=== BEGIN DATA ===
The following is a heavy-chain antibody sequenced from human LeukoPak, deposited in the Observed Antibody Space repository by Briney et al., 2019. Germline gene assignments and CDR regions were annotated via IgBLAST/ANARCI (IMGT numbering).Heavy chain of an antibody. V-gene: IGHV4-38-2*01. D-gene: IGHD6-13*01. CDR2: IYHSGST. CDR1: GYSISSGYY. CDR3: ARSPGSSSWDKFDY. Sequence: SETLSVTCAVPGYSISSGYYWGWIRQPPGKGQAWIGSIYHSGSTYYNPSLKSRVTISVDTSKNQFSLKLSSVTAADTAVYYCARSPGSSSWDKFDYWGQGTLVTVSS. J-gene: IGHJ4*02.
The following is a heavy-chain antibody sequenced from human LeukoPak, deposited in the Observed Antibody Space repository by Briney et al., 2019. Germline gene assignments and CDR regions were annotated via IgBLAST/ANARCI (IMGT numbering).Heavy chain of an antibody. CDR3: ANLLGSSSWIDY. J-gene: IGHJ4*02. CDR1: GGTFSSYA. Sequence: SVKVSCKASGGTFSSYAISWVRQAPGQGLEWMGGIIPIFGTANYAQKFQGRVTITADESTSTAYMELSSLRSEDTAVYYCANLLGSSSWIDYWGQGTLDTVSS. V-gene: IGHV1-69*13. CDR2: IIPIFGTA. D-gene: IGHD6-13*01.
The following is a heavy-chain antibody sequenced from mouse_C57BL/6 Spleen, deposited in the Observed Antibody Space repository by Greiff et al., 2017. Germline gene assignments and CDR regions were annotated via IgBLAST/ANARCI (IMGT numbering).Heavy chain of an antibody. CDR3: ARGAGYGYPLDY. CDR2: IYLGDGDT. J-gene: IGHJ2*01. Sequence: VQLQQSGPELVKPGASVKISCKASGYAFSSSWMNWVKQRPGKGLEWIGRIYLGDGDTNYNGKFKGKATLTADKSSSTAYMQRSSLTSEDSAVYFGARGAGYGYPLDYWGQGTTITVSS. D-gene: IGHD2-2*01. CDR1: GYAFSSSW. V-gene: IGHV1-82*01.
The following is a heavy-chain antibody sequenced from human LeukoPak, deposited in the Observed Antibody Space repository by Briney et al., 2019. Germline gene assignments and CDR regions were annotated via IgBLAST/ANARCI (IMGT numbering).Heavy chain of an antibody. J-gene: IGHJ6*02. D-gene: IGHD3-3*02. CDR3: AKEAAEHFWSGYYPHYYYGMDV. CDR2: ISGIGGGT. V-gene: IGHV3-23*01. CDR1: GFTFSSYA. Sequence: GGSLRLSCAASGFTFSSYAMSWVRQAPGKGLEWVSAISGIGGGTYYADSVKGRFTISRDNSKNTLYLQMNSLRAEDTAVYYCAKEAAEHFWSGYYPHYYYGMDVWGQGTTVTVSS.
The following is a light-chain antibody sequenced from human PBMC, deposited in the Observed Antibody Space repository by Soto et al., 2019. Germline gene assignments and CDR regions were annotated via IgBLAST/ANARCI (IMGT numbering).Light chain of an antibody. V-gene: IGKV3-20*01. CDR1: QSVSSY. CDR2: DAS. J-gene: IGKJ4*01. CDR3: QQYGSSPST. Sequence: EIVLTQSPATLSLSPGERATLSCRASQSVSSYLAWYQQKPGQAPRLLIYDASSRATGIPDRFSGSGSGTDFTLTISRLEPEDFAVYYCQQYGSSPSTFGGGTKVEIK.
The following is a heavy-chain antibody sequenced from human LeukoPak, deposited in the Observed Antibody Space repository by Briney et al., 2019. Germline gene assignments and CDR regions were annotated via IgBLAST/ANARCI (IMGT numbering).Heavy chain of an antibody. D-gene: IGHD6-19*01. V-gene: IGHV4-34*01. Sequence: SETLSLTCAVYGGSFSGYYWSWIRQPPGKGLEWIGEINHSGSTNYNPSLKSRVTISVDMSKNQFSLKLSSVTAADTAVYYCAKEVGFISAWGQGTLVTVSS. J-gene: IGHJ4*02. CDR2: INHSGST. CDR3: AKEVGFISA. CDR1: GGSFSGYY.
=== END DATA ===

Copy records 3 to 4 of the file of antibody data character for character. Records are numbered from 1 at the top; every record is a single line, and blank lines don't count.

The following is a heavy-chain antibody sequenced from mouse_C57BL/6 Spleen, deposited in the Observed Antibody Space repository by Greiff et al., 2017. Germline gene assignments and CDR regions were annotated via IgBLAST/ANARCI (IMGT numbering).Heavy chain of an antibody. CDR3: ARGAGYGYPLDY. CDR2: IYLGDGDT. J-gene: IGHJ2*01. Sequence: VQLQQSGPELVKPGASVKISCKASGYAFSSSWMNWVKQRPGKGLEWIGRIYLGDGDTNYNGKFKGKATLTADKSSSTAYMQRSSLTSEDSAVYFGARGAGYGYPLDYWGQGTTITVSS. D-gene: IGHD2-2*01. CDR1: GYAFSSSW. V-gene: IGHV1-82*01.
The following is a heavy-chain antibody sequenced from human LeukoPak, deposited in the Observed Antibody Space repository by Briney et al., 2019. Germline gene assignments and CDR regions were annotated via IgBLAST/ANARCI (IMGT numbering).Heavy chain of an antibody. J-gene: IGHJ6*02. D-gene: IGHD3-3*02. CDR3: AKEAAEHFWSGYYPHYYYGMDV. CDR2: ISGIGGGT. V-gene: IGHV3-23*01. CDR1: GFTFSSYA. Sequence: GGSLRLSCAASGFTFSSYAMSWVRQAPGKGLEWVSAISGIGGGTYYADSVKGRFTISRDNSKNTLYLQMNSLRAEDTAVYYCAKEAAEHFWSGYYPHYYYGMDVWGQGTTVTVSS.